# 5.f. CRC-Generation Algorithm in C

The CRC algorithm is typically defined as a bit-wise operation, however it is possible to rewrite the algorithm to work at the byte level if we do some calculations ahead of time. We can store CRC computations for all 256 possible byte values when our program first runs, and then retrieve those values as needed when generating a CRC for a given message. This requires we set aside 256 bytes of RAM/EEPROM/flash, but it makes the CRC calculation for an arbitrary message much faster than if we work through the message bit by bit.

The following sample code stores a CRC lookup table in RAM using the function GenerateCRCTable(), which only needs to be called once (probably somewhere during the initialization phase of your program). You could easily change this function to store the lookup table to EEPROM or flash. To process a message, initialize your CRC variable to zero and use the CRCAdd() function to “add” each message byte to your CRC, as is done in the getCRC() function.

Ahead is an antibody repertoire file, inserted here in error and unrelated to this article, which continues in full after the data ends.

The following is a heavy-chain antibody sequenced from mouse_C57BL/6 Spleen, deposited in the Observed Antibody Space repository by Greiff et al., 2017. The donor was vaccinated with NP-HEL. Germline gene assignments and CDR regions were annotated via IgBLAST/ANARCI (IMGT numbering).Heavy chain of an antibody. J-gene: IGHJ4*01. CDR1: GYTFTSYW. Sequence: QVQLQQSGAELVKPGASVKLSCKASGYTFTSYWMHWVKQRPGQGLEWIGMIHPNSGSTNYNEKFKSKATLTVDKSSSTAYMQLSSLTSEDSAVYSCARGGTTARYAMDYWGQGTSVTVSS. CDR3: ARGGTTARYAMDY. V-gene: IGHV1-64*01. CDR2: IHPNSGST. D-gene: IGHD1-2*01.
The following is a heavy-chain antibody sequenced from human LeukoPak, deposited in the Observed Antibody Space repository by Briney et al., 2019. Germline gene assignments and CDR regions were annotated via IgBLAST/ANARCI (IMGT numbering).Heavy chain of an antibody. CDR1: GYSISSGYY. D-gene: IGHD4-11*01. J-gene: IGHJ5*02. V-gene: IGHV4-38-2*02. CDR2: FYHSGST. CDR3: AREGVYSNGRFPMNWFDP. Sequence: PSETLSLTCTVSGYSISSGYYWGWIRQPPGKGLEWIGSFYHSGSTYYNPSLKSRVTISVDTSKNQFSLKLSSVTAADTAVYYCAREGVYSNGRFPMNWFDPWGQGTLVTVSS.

unsigned char CRCPoly = 0x89;  // the value of our CRC-7 polynomial
unsigned char CRCTable[256];

void GenerateCRCTable()
{
int i, j;

// generate a table value for all 256 possible byte values
for (i = 0; i < 256; i++)
{
CRCTable[i] = (i & 0x80) ? i ^ CRCPoly : i;
for (j = 1; j < 8; j++)
{
CRCTable[i] <<= 1;
if (CRCTable[i] & 0x80)
CRCTable[i] ^= CRCPoly;
}
}
}

// adds a message byte to the current CRC-7 to get a the new CRC-7
unsigned char CRCAdd(unsigned char CRC, unsigned char message_byte)
{
return CRCTable[(CRC << 1) ^ message_byte];
}

// returns the CRC-7 for a message of "length" bytes
unsigned char getCRC(unsigned char message[], int length)
{
int i;
unsigned char CRC = 0;

for (i = 0; i < length; i++)
}